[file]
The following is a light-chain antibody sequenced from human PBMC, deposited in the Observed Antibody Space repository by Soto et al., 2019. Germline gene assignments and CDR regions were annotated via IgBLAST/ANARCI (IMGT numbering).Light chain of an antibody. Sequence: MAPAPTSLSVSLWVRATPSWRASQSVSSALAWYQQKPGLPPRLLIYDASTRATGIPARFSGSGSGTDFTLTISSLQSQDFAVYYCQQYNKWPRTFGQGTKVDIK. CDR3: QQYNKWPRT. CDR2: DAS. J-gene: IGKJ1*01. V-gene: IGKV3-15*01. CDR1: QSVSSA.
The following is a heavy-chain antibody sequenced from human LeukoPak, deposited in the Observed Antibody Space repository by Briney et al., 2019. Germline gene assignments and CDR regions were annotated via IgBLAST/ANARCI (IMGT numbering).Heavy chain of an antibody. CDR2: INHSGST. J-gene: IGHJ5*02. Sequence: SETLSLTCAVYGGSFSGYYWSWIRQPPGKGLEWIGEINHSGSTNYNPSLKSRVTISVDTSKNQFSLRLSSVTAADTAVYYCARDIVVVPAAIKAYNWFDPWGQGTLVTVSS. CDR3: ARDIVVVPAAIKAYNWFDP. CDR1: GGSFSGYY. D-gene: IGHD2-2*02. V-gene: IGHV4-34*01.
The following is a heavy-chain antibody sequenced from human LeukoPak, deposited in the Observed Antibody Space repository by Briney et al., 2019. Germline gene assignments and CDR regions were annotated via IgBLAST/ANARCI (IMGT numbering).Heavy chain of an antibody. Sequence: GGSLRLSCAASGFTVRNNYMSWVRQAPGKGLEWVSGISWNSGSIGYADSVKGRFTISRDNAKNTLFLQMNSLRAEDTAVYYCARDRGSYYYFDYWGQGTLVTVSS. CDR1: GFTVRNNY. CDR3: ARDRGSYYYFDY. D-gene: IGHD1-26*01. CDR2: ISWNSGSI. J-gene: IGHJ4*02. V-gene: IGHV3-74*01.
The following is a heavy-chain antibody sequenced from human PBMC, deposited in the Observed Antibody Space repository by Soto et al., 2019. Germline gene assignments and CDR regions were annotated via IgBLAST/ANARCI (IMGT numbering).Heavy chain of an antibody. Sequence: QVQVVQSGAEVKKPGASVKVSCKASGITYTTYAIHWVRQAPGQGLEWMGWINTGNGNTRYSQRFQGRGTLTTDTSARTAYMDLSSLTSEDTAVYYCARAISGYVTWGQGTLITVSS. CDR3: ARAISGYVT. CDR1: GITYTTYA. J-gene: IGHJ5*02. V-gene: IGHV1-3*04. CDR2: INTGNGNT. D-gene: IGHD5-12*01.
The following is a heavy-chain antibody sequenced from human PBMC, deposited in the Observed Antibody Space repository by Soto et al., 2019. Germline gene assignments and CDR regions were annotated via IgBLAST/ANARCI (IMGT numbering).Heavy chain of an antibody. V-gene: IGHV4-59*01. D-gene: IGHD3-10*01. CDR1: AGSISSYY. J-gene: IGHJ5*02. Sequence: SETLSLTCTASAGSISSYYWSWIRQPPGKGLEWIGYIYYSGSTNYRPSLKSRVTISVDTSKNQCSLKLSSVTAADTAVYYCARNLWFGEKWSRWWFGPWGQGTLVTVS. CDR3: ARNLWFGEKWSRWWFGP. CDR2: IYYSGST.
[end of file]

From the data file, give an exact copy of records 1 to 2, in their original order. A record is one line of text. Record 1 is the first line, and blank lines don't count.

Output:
The following is a light-chain antibody sequenced from human PBMC, deposited in the Observed Antibody Space repository by Soto et al., 2019. Germline gene assignments and CDR regions were annotated via IgBLAST/ANARCI (IMGT numbering).Light chain of an antibody. Sequence: MAPAPTSLSVSLWVRATPSWRASQSVSSALAWYQQKPGLPPRLLIYDASTRATGIPARFSGSGSGTDFTLTISSLQSQDFAVYYCQQYNKWPRTFGQGTKVDIK. CDR3: QQYNKWPRT. CDR2: DAS. J-gene: IGKJ1*01. V-gene: IGKV3-15*01. CDR1: QSVSSA.
The following is a heavy-chain antibody sequenced from human LeukoPak, deposited in the Observed Antibody Space repository by Briney et al., 2019. Germline gene assignments and CDR regions were annotated via IgBLAST/ANARCI (IMGT numbering).Heavy chain of an antibody. CDR2: INHSGST. J-gene: IGHJ5*02. Sequence: SETLSLTCAVYGGSFSGYYWSWIRQPPGKGLEWIGEINHSGSTNYNPSLKSRVTISVDTSKNQFSLRLSSVTAADTAVYYCARDIVVVPAAIKAYNWFDPWGQGTLVTVSS. CDR3: ARDIVVVPAAIKAYNWFDP. CDR1: GGSFSGYY. D-gene: IGHD2-2*02. V-gene: IGHV4-34*01.